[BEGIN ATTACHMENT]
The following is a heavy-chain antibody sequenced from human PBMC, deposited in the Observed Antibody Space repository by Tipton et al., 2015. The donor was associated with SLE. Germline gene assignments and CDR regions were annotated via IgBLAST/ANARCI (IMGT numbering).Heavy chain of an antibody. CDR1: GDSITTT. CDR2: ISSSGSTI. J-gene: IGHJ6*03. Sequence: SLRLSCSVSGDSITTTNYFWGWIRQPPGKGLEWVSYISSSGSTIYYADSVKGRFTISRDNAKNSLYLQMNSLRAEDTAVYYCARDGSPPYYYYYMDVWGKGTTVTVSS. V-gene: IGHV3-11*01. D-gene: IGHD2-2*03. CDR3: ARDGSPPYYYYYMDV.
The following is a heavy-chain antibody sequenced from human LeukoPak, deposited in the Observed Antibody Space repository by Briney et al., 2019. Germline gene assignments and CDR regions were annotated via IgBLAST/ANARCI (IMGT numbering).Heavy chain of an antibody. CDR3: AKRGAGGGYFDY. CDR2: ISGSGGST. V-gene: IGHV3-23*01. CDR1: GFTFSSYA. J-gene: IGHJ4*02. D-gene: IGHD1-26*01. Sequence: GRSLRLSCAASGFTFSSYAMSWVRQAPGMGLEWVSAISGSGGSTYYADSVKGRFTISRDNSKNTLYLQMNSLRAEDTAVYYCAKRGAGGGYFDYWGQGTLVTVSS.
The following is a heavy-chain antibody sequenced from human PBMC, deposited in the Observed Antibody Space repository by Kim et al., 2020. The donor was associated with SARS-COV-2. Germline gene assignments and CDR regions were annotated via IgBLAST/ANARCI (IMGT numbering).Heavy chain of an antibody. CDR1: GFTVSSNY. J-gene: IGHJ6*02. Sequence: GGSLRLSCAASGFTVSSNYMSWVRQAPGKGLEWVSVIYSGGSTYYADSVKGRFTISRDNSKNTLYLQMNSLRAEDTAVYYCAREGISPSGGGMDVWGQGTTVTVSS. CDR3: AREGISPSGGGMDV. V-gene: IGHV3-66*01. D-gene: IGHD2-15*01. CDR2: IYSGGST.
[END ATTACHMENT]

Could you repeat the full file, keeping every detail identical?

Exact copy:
The following is a heavy-chain antibody sequenced from human PBMC, deposited in the Observed Antibody Space repository by Tipton et al., 2015. The donor was associated with SLE. Germline gene assignments and CDR regions were annotated via IgBLAST/ANARCI (IMGT numbering).Heavy chain of an antibody. CDR1: GDSITTT. CDR2: ISSSGSTI. J-gene: IGHJ6*03. Sequence: SLRLSCSVSGDSITTTNYFWGWIRQPPGKGLEWVSYISSSGSTIYYADSVKGRFTISRDNAKNSLYLQMNSLRAEDTAVYYCARDGSPPYYYYYMDVWGKGTTVTVSS. V-gene: IGHV3-11*01. D-gene: IGHD2-2*03. CDR3: ARDGSPPYYYYYMDV.
The following is a heavy-chain antibody sequenced from human LeukoPak, deposited in the Observed Antibody Space repository by Briney et al., 2019. Germline gene assignments and CDR regions were annotated via IgBLAST/ANARCI (IMGT numbering).Heavy chain of an antibody. CDR3: AKRGAGGGYFDY. CDR2: ISGSGGST. V-gene: IGHV3-23*01. CDR1: GFTFSSYA. J-gene: IGHJ4*02. D-gene: IGHD1-26*01. Sequence: GRSLRLSCAASGFTFSSYAMSWVRQAPGMGLEWVSAISGSGGSTYYADSVKGRFTISRDNSKNTLYLQMNSLRAEDTAVYYCAKRGAGGGYFDYWGQGTLVTVSS.
The following is a heavy-chain antibody sequenced from human PBMC, deposited in the Observed Antibody Space repository by Kim et al., 2020. The donor was associated with SARS-COV-2. Germline gene assignments and CDR regions were annotated via IgBLAST/ANARCI (IMGT numbering).Heavy chain of an antibody. CDR1: GFTVSSNY. J-gene: IGHJ6*02. Sequence: GGSLRLSCAASGFTVSSNYMSWVRQAPGKGLEWVSVIYSGGSTYYADSVKGRFTISRDNSKNTLYLQMNSLRAEDTAVYYCAREGISPSGGGMDVWGQGTTVTVSS. CDR3: AREGISPSGGGMDV. V-gene: IGHV3-66*01. D-gene: IGHD2-15*01. CDR2: IYSGGST.